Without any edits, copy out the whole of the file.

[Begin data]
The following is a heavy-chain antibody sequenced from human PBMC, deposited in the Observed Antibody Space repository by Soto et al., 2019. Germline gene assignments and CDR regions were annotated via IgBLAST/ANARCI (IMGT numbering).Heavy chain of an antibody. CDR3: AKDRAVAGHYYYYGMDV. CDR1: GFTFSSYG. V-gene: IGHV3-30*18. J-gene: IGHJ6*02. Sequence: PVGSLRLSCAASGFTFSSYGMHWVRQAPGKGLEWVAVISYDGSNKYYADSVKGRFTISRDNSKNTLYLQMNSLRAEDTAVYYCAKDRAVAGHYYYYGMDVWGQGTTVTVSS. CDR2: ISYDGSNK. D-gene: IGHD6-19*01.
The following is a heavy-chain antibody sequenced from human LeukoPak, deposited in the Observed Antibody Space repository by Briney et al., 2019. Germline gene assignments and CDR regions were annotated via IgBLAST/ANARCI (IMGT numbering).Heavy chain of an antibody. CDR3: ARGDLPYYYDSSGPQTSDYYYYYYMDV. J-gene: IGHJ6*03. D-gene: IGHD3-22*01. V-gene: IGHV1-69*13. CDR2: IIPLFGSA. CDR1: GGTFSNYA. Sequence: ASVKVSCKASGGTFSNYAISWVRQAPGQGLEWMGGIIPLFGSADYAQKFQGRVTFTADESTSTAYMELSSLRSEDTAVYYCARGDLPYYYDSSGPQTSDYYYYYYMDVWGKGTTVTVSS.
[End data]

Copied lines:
The following is a heavy-chain antibody sequenced from human PBMC, deposited in the Observed Antibody Space repository by Soto et al., 2019. Germline gene assignments and CDR regions were annotated via IgBLAST/ANARCI (IMGT numbering).Heavy chain of an antibody. CDR3: AKDRAVAGHYYYYGMDV. CDR1: GFTFSSYG. V-gene: IGHV3-30*18. J-gene: IGHJ6*02. Sequence: PVGSLRLSCAASGFTFSSYGMHWVRQAPGKGLEWVAVISYDGSNKYYADSVKGRFTISRDNSKNTLYLQMNSLRAEDTAVYYCAKDRAVAGHYYYYGMDVWGQGTTVTVSS. CDR2: ISYDGSNK. D-gene: IGHD6-19*01.
The following is a heavy-chain antibody sequenced from human LeukoPak, deposited in the Observed Antibody Space repository by Briney et al., 2019. Germline gene assignments and CDR regions were annotated via IgBLAST/ANARCI (IMGT numbering).Heavy chain of an antibody. CDR3: ARGDLPYYYDSSGPQTSDYYYYYYMDV. J-gene: IGHJ6*03. D-gene: IGHD3-22*01. V-gene: IGHV1-69*13. CDR2: IIPLFGSA. CDR1: GGTFSNYA. Sequence: ASVKVSCKASGGTFSNYAISWVRQAPGQGLEWMGGIIPLFGSADYAQKFQGRVTFTADESTSTAYMELSSLRSEDTAVYYCARGDLPYYYDSSGPQTSDYYYYYYMDVWGKGTTVTVSS.